It's not that adults who can't read and write are unintelligent or unwilling.
They're bright enough and motivated enough to figure out how to get by in today's high-tech society without those particular skills - in itself a big accomplishment.
"They're very smart. They know how to get around their situation," said Holly Tracy, the Pikes Peak Library District's longest continuous tutor.
But once illiterate adults become literate, a larger world opens up. That's one reason Tracy has been volunteering as a tutor for 25 years.
"It's exciting to see when the light bulb goes on," she said.
Tracy has worked with 33 adult learners on an individual basis since 1989, when she retired as a high school teacher and wanted something else to do.
The program is free for students, who must commit to doing homework regularly. Some come and go, Tracy said. "Some start the program and have a problem with work or baby sitters."
Others finish with a new lease on life, after working with Tracy for two hours every week, sometimes for more than a year.
Tracy said one student, a Korean woman, was "very inhibited" when she first started. After two years and a lot of hard work, Tracy said the woman seemed like a different person.
"She could speak to people, and her personality really evolved," Tracy said.
Volunteer tutors take a training course the library provides and use materials geared specifically for adult literacy lessons. Tutors can tailor their lesson plans to the learner's style and needs.
Along with books, Tracy likes using newspapers, magazines and even cellphones.
"You use any tool you can," she said. "Texting is an incentive for some people."
She starts with grocery store ads, helping a student identify consonants and vowels in a word such as "banana" and then searching for the word in the ad. After the learner moves beyond simple concepts of word construction, reading headlines comes next.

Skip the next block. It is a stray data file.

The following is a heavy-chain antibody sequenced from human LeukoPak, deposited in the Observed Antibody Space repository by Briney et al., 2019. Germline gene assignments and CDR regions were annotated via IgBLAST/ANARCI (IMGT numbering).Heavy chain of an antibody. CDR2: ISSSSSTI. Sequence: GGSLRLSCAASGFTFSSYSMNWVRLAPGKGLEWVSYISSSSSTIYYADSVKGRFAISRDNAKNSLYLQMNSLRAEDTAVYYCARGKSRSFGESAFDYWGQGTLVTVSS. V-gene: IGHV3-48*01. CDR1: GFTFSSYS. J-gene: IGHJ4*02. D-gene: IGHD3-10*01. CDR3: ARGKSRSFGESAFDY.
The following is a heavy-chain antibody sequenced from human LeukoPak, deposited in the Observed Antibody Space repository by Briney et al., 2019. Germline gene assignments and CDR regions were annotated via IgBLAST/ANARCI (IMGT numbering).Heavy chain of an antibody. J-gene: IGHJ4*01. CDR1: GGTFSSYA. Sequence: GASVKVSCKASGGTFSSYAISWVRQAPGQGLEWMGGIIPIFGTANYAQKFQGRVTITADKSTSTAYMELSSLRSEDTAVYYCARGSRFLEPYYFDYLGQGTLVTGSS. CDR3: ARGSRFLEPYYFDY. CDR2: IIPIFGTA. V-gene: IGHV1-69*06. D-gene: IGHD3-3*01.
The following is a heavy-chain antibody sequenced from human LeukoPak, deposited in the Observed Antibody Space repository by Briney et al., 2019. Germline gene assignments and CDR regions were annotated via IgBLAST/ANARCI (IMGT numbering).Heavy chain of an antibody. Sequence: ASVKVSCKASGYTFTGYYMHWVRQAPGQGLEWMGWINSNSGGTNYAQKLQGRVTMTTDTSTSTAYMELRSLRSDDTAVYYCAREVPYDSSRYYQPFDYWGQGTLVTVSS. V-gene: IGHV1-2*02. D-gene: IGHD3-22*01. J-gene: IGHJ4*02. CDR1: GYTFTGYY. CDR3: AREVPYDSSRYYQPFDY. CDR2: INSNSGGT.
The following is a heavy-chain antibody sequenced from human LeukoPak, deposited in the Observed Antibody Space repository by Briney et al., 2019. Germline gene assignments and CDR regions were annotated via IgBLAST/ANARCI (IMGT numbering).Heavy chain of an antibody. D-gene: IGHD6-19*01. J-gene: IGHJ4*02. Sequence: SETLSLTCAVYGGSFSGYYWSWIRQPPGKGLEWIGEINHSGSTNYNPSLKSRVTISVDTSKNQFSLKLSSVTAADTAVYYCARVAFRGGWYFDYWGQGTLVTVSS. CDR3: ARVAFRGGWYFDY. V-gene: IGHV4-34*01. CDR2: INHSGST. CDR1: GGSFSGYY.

"They sound out the words. They may know some of the words but not others," Tracy said.
Students like reading the weather page and nuggets of history in the paper, she said.
Adults enroll in the program for various reasons. Some grew up speaking a language other than English. Some never got the hang of spelling, which is why they can't identify words. Others just never learned to read and write well in school and were pushed through the system or dropped out.
"After a while, they give up," Tracy said.
They also learn to rely on others - parents, spouses, children - to make their way in life. But at some point, they decide to pick it up again, whether it's for a job or self-esteem or to improve the quality of their life.
"There are many adults who do not know how to read and write - more than we know," Tracy said.
According to an April 2013 study of the U.S. Department of Education and the National Institute of Literacy, 32 million adults in the United States can't read. That's 14 percent of the population - a rate that's held steady for the past decade.
Teaching adults isn't like teaching children, Tracy said. Adults need to know the basics, such as reading labels, signs, instructions or forms. And "if they can't read, they can't write," she said.
An important quality of being a tutor is to not judge the adult learners, Tracy said.
Tracy says she's learned as much knowledge as she has imparted. An assignment about writing recipes, for example, turned into more of a lesson than she bargained for when the metric system came into play.
The library has 20 individual tutors and a waiting list for students, said Teona Shainidze Krebs, who supervises the literacy program.
The library also offers groups classes for English as a Second Language students and adults who want to take a high school diploma equivalency test. About 300 students are enrolled in those.
To learn more about the literacy program, call 531-6333, ext. 2224.